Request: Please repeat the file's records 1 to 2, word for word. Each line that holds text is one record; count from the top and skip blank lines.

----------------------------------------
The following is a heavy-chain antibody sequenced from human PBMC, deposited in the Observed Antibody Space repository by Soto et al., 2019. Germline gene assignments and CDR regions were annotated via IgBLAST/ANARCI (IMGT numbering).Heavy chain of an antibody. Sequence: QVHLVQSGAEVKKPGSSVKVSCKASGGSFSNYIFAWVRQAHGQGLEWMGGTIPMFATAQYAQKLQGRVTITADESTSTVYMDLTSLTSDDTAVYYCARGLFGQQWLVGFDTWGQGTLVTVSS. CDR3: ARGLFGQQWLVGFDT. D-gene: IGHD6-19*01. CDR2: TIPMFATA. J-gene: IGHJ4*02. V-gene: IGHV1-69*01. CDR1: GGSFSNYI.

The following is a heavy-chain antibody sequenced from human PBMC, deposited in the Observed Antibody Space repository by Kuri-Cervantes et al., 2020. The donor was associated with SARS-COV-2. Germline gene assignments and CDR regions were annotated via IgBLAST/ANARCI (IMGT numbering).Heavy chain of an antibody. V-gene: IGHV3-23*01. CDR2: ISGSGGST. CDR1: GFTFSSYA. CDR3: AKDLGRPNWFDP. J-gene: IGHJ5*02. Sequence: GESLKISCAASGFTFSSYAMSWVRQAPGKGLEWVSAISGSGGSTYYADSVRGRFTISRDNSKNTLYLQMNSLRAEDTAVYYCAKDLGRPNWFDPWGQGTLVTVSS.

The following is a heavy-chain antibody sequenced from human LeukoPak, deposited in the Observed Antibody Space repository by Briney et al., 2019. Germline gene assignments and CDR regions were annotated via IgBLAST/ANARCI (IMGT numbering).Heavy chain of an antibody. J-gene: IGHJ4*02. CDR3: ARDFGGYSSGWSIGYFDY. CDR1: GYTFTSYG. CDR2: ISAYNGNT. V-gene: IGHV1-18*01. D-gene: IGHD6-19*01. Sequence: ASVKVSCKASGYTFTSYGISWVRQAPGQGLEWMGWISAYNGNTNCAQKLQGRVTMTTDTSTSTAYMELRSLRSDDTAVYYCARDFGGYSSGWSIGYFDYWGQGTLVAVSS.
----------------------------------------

The following is a heavy-chain antibody sequenced from human PBMC, deposited in the Observed Antibody Space repository by Soto et al., 2019. Germline gene assignments and CDR regions were annotated via IgBLAST/ANARCI (IMGT numbering).Heavy chain of an antibody. Sequence: QVHLVQSGAEVKKPGSSVKVSCKASGGSFSNYIFAWVRQAHGQGLEWMGGTIPMFATAQYAQKLQGRVTITADESTSTVYMDLTSLTSDDTAVYYCARGLFGQQWLVGFDTWGQGTLVTVSS. CDR3: ARGLFGQQWLVGFDT. D-gene: IGHD6-19*01. CDR2: TIPMFATA. J-gene: IGHJ4*02. V-gene: IGHV1-69*01. CDR1: GGSFSNYI.

The following is a heavy-chain antibody sequenced from human PBMC, deposited in the Observed Antibody Space repository by Kuri-Cervantes et al., 2020. The donor was associated with SARS-COV-2. Germline gene assignments and CDR regions were annotated via IgBLAST/ANARCI (IMGT numbering).Heavy chain of an antibody. V-gene: IGHV3-23*01. CDR2: ISGSGGST. CDR1: GFTFSSYA. CDR3: AKDLGRPNWFDP. J-gene: IGHJ5*02. Sequence: GESLKISCAASGFTFSSYAMSWVRQAPGKGLEWVSAISGSGGSTYYADSVRGRFTISRDNSKNTLYLQMNSLRAEDTAVYYCAKDLGRPNWFDPWGQGTLVTVSS.